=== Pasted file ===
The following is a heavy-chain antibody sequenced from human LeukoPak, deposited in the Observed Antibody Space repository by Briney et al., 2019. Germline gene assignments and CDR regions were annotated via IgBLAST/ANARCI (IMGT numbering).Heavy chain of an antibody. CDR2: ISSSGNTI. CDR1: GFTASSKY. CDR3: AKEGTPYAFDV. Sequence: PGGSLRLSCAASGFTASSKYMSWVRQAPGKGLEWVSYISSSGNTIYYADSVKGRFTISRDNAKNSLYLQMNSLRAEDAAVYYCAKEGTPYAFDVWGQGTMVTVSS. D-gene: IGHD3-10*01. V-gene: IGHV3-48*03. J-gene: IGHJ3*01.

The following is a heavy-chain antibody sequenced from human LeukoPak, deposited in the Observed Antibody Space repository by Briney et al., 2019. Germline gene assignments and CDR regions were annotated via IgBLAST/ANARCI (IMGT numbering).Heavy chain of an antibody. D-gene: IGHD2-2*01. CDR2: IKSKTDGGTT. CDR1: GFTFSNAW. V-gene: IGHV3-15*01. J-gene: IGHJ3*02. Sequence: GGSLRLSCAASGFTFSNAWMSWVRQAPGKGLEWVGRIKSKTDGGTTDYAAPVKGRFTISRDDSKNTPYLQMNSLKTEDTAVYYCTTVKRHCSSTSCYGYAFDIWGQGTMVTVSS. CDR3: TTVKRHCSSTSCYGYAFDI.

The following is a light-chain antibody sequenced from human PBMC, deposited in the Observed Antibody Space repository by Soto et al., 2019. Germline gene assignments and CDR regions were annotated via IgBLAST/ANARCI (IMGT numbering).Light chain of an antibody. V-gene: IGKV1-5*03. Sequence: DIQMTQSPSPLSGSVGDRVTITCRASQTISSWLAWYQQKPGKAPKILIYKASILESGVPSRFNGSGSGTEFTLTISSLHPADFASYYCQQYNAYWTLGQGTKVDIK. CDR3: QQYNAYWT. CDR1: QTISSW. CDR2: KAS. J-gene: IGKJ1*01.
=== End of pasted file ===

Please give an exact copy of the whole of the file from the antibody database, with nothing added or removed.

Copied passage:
The following is a heavy-chain antibody sequenced from human LeukoPak, deposited in the Observed Antibody Space repository by Briney et al., 2019. Germline gene assignments and CDR regions were annotated via IgBLAST/ANARCI (IMGT numbering).Heavy chain of an antibody. CDR2: ISSSGNTI. CDR1: GFTASSKY. CDR3: AKEGTPYAFDV. Sequence: PGGSLRLSCAASGFTASSKYMSWVRQAPGKGLEWVSYISSSGNTIYYADSVKGRFTISRDNAKNSLYLQMNSLRAEDAAVYYCAKEGTPYAFDVWGQGTMVTVSS. D-gene: IGHD3-10*01. V-gene: IGHV3-48*03. J-gene: IGHJ3*01.

The following is a heavy-chain antibody sequenced from human LeukoPak, deposited in the Observed Antibody Space repository by Briney et al., 2019. Germline gene assignments and CDR regions were annotated via IgBLAST/ANARCI (IMGT numbering).Heavy chain of an antibody. D-gene: IGHD2-2*01. CDR2: IKSKTDGGTT. CDR1: GFTFSNAW. V-gene: IGHV3-15*01. J-gene: IGHJ3*02. Sequence: GGSLRLSCAASGFTFSNAWMSWVRQAPGKGLEWVGRIKSKTDGGTTDYAAPVKGRFTISRDDSKNTPYLQMNSLKTEDTAVYYCTTVKRHCSSTSCYGYAFDIWGQGTMVTVSS. CDR3: TTVKRHCSSTSCYGYAFDI.

The following is a light-chain antibody sequenced from human PBMC, deposited in the Observed Antibody Space repository by Soto et al., 2019. Germline gene assignments and CDR regions were annotated via IgBLAST/ANARCI (IMGT numbering).Light chain of an antibody. V-gene: IGKV1-5*03. Sequence: DIQMTQSPSPLSGSVGDRVTITCRASQTISSWLAWYQQKPGKAPKILIYKASILESGVPSRFNGSGSGTEFTLTISSLHPADFASYYCQQYNAYWTLGQGTKVDIK. CDR3: QQYNAYWT. CDR1: QTISSW. CDR2: KAS. J-gene: IGKJ1*01.